Attribute definition source:
U.S. Geological Survey and State of Connecticut, Geological and Natural History Survey, Department of Environmental Protection
STRATDRIFT
Definition:
Stratified Drift - Classifies surficial material polygon features into fine and course grain stratified drift deposits. This attribute condenses the 50 surficial materials map units (SMPOLY_COD values) into 3 textural categories of deposits (coarse grain stratified drift, fine grain stratified drift, and not stratified drift).
Alias: STRATDRIFT Type: String Width: 40 Precision: 0 Scale: 0
Attribute domain values
ValueDefinition
Coarse Grain Stratified Drift
This category includes SMPOLY_COD values of A/F/G, A/F/S, A/F/SG, A/S, A/S/SG, A/SG, A/SG/S, F/G, F/S, F/SG, G, G/S, G/SG, G/SG/S, S, S/F/SG, S/G, S/SG, SG, SG/F/SG, SG/S, SG/S/SG, SW/F/S, SW/S, SW/S/SG, and SW/SG
Definition Source:
U.S. Geological Survey and State of Connecticut, Department of Environmental Protection
Fine Grain Stratified Drift
This category includes SMPOLY_COD values of A/F, A/S/F, A/SG/F, A/SG/S/F, F, G/F, G/S/F, SG/F, SG/S/F, SM/F, SM/S/F, S/F, SW/F, and SW/S/F.
Definition Source:
U.S. Geological Survey and State of Connecticut, Department of Environmental Protection
Not Stratified Drift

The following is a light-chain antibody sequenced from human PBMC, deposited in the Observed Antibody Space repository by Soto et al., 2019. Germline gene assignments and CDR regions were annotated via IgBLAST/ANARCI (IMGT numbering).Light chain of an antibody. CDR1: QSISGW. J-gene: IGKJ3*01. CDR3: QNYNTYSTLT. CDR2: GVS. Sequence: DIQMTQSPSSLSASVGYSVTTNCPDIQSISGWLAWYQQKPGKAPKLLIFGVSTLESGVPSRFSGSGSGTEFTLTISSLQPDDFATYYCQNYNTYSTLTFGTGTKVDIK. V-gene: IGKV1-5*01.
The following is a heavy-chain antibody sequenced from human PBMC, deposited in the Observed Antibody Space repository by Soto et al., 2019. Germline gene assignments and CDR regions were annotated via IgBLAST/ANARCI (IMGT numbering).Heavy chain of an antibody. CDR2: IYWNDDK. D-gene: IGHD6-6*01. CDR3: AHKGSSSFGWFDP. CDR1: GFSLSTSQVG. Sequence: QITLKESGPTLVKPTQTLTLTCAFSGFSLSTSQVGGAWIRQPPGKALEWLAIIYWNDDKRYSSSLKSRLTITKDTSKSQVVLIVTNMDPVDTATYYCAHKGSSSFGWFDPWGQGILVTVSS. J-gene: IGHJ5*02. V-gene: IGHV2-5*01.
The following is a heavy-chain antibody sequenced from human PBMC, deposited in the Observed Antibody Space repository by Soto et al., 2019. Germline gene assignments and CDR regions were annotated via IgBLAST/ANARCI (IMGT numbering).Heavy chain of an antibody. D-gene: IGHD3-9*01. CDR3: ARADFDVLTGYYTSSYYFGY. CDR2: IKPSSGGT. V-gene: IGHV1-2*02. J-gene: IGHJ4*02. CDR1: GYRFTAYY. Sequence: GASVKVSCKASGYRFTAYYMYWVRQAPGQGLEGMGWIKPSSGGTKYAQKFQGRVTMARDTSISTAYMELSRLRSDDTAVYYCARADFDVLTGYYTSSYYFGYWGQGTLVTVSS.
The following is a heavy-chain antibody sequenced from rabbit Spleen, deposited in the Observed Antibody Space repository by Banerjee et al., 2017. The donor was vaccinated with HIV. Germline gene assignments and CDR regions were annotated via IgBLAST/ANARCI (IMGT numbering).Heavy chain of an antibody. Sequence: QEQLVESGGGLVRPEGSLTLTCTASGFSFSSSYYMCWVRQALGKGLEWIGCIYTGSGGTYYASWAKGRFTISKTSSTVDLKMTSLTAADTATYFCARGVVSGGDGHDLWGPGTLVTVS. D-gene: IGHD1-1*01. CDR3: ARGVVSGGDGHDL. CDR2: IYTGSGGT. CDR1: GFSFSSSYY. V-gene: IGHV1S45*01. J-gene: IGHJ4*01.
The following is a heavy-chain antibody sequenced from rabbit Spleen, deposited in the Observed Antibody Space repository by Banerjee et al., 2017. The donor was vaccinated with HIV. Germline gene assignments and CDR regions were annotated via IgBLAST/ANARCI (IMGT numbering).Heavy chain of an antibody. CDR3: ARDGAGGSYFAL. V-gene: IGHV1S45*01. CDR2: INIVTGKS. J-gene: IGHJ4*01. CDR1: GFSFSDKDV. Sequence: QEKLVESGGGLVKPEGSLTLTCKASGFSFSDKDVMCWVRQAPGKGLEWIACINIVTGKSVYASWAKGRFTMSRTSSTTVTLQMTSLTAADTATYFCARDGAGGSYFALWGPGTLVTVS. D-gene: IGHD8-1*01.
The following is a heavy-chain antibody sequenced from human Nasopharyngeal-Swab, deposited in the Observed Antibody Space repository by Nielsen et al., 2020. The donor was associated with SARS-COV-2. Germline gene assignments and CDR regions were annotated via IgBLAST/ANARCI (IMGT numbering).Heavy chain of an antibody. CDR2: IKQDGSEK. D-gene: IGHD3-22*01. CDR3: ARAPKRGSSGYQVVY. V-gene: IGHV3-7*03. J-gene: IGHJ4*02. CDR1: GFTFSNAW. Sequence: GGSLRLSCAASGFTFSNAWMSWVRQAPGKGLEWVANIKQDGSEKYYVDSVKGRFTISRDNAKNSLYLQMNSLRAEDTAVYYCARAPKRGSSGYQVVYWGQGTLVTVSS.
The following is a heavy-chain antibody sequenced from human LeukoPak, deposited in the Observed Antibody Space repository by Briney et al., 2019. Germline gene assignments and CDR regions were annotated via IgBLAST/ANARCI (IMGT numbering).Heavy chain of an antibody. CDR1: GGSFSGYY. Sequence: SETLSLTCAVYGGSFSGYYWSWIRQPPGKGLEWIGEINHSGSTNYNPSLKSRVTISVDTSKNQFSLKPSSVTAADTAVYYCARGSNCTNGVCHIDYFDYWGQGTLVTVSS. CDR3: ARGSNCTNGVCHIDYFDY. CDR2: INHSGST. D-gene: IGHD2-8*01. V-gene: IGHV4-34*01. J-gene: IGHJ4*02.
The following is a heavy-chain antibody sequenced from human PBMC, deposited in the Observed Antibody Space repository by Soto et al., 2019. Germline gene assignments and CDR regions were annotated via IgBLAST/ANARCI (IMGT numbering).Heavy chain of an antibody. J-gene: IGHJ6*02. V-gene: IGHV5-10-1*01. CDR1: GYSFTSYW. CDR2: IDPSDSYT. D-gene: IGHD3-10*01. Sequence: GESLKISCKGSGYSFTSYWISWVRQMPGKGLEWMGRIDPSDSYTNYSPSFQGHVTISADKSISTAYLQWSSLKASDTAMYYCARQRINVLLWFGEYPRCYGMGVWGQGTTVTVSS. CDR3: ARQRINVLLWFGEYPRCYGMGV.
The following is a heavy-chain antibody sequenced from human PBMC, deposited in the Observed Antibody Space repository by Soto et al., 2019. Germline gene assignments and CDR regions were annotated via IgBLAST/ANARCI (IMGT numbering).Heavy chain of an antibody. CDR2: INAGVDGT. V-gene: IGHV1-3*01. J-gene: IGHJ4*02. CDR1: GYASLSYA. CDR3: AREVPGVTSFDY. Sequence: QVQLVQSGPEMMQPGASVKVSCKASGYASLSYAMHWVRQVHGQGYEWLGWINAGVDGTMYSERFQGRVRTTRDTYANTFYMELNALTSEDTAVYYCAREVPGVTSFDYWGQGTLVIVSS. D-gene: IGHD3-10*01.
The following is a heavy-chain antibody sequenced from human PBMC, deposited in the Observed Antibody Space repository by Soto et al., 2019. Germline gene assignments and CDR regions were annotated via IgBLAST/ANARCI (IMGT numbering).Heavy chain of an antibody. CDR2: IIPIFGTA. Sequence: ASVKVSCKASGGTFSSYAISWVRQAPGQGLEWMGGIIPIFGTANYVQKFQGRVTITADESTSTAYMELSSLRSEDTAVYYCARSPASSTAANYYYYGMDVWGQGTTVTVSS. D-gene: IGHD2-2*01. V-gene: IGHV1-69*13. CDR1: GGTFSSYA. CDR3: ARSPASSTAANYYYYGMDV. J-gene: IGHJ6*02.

This category includes SMPOLY_COD values of A, AF, B, SW, SM, T, TA, TS, TT, and W.
Definition Source:
U.S. Geological Survey and State of Connecticut, Department of Environmental Protection
Attribute definition source:
U.S. Geological Survey and State of Connecticut, Geological and Natural History Survey, Department of Environmental Protection
SMPOLY_COD
Definition:
Surficial Materials Polygon Code - A key field used to classify surficial materials units. Attribute values are mostly single characters in length, except for stacked map units that include forward slashes (/) between the different textural types such as A/F, A/F/G, and A/F/SG.
Alias: SMPOLY_COD Type: String Width: 8 Precision: 0 Scale: 0Output width: 8
Attribute domain values
ValueDefinition
A
Floodplain Alluvium - Sand, gravel, silt, and some organic material, on the floodplains of modern streams. The texture of alluvium commonly varies over short distances both laterally and vertically, and is often similar to the texture of adjacent glacial deposits. Along smaller streams, alluvium is commonly less than 5 ft thick. The most extensive deposit of alluvium on the map is along the Connecticut River where the texture is predominantly fine to very fine sand and silt; here and along other larger rivers, it may be as much as 25 ft thick. Alluvium typically overlies thicker glacial stratified deposits, the general texture of which is indicated by the stacked unit.